How to Save for Multiple Financial Goals?

Investors who set financial goals tend to see them in the very distant future - but some need to be addressed in the short-term.

Robert van den Oever 3 February, 2022 | 1:46AM
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There are events in life that carry a financial goal with them: buying a house, saving for your children’s education. And smaller ones, like buying a new car. A car is a smaller expense than a house, but for most people still one that goes beyond pocket money.

So how to combine all these different goals, varying in both timescale and scope? The danger could be that by focusing on the short-term needs, your retirement savings are too low. When your investment base is low, the compounding effect of time will also be lower. Then you may end up with a retirement income that is not enough to cover your needs and the standard of living you want in later life.

The flipside is equally true: when you focus on retirement and invest for maximum long-term returns, you may fall short in your needs that are closer in time.  For example, you may not be able to buy the house you want because your finances are focused so much on saving for retirement.

The key is to define how important the various goals are to you and how much you want to put aside for them, based on your income level now and in the future. That brings us to 3 steps:

Step 1: Prioritize Your Goals

How important are the goals to you? Which one has priority? And in what order do the other goals follow? Make a list of your goals and allocate your savings and investments based on that order.

For families, funding for their children’s college years could be first priority, as it’s a crucial step for their future. Other goals may have to make way for that.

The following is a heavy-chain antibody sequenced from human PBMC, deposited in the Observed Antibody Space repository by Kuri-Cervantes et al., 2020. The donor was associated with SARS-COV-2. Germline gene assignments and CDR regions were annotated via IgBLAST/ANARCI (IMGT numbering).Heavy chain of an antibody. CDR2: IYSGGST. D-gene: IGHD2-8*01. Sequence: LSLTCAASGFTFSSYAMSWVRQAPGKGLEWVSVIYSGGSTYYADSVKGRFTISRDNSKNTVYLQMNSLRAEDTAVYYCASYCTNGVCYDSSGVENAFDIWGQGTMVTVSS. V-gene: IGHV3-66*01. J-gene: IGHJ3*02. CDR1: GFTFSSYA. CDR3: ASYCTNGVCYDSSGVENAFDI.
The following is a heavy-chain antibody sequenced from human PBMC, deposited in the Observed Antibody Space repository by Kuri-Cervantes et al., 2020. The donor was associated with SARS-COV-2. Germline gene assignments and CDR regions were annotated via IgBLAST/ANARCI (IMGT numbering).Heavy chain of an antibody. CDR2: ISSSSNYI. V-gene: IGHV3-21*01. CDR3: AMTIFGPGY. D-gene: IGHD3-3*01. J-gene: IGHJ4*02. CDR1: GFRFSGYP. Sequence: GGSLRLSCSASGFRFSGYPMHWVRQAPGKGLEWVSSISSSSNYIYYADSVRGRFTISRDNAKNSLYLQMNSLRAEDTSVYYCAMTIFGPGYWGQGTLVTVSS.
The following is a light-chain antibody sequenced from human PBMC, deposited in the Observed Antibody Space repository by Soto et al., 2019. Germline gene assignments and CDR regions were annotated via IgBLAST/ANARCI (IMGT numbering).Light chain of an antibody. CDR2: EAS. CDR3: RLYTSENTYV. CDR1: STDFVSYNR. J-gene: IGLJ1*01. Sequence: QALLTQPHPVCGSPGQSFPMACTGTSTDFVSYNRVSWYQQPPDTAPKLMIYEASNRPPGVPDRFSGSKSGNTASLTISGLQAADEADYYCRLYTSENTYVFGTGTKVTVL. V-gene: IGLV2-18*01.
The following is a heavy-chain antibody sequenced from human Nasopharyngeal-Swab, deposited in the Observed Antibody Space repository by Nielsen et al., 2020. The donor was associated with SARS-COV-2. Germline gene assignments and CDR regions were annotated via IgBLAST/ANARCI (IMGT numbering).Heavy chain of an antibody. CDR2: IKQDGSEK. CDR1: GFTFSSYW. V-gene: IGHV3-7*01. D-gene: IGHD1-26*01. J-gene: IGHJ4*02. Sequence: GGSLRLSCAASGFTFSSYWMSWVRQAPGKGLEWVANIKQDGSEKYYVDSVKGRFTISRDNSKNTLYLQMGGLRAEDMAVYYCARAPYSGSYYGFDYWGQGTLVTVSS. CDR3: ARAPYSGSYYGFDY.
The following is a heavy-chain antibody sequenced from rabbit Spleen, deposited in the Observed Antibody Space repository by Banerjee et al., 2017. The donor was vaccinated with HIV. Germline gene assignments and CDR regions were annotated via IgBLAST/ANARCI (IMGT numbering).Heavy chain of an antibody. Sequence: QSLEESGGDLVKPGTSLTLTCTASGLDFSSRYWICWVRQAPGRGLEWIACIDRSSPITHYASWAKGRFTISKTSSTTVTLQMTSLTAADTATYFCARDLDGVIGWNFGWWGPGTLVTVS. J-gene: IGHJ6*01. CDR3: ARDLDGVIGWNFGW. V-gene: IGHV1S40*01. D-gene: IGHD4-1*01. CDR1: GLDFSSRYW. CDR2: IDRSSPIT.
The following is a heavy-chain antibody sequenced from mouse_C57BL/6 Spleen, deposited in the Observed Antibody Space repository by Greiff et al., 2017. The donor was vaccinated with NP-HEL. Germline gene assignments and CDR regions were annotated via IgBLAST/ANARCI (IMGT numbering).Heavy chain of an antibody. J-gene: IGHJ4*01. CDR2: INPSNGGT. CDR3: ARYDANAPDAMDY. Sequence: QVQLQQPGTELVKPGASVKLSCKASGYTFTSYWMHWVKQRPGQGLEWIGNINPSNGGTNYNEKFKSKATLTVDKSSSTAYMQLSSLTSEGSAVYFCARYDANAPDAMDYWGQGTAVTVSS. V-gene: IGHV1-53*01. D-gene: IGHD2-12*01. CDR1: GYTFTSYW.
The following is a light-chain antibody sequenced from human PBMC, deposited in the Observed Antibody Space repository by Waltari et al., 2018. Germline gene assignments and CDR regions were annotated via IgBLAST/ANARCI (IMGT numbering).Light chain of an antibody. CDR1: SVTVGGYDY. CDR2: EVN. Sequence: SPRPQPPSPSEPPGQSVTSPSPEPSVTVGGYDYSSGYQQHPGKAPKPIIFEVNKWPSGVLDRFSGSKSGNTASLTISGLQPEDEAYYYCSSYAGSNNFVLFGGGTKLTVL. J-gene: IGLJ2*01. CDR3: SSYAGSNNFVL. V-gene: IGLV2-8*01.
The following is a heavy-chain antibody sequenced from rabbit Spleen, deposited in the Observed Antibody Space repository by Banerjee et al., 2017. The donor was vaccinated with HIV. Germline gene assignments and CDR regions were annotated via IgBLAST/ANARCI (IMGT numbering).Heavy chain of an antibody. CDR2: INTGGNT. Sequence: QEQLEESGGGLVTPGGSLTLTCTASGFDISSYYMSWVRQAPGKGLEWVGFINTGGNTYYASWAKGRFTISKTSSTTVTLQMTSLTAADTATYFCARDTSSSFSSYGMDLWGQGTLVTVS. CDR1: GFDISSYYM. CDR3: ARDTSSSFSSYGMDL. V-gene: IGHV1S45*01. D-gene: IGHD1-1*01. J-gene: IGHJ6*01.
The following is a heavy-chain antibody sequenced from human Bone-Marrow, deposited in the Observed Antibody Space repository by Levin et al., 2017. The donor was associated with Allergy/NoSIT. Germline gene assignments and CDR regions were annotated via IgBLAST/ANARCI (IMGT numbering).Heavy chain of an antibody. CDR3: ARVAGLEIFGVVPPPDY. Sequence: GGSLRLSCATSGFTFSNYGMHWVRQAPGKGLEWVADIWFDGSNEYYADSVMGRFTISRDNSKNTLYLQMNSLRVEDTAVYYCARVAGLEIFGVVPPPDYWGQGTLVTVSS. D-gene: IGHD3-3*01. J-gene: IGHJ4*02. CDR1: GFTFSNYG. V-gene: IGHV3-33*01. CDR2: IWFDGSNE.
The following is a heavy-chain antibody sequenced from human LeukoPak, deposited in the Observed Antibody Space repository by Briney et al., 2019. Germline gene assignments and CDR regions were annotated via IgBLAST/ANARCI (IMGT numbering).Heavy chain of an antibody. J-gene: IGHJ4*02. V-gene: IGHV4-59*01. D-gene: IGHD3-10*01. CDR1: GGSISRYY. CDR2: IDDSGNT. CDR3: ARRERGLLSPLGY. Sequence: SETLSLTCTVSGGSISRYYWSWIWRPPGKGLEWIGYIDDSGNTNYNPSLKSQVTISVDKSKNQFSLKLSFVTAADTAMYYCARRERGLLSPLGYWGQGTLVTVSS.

For people in a different situation, paying for education may not be an issue at all, so they can focus on different goals. Everybody needs to make their own decisions.

Step 2:  Know What You Can Spare

How much can you set aside for saving? Define what percentage of your income you can spare to put into saving and investing without getting in trouble with your daily spending. This amount of spare money puts a realistic perspective on which goals are achievable and which you might have to let go.

Step 3: Find Extra Income Sources

Following on closely from savings item is the question: do you have other income sources that can help achieve your goals in the timeframe you are aiming for?

If you are early in your career, then you may expect pay rises or bonuses in the years to come.  That means that your current income level is not representative of your future earning power. Hopefully there is more to come. That gives you more for saving and investing. The more likely other future income sources are, the more you can take those into account in achieving your goals.

If you are on the brink of retirement, however, a salary increase is unlikely, and other income from other work will disappear. That changes your income position downwards, and with it your room for savings.

In Summary

Decide which goals are the most important to you and dedicate your investable money in order of importance. Look what you can set aside given your usual expenses and see if there is extra financial room on the horizon. Then you may achieve more financially than you had hoped for.

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Robert van den Oever  Robert van den Oever is Research Editor of Morningstar Netherlands

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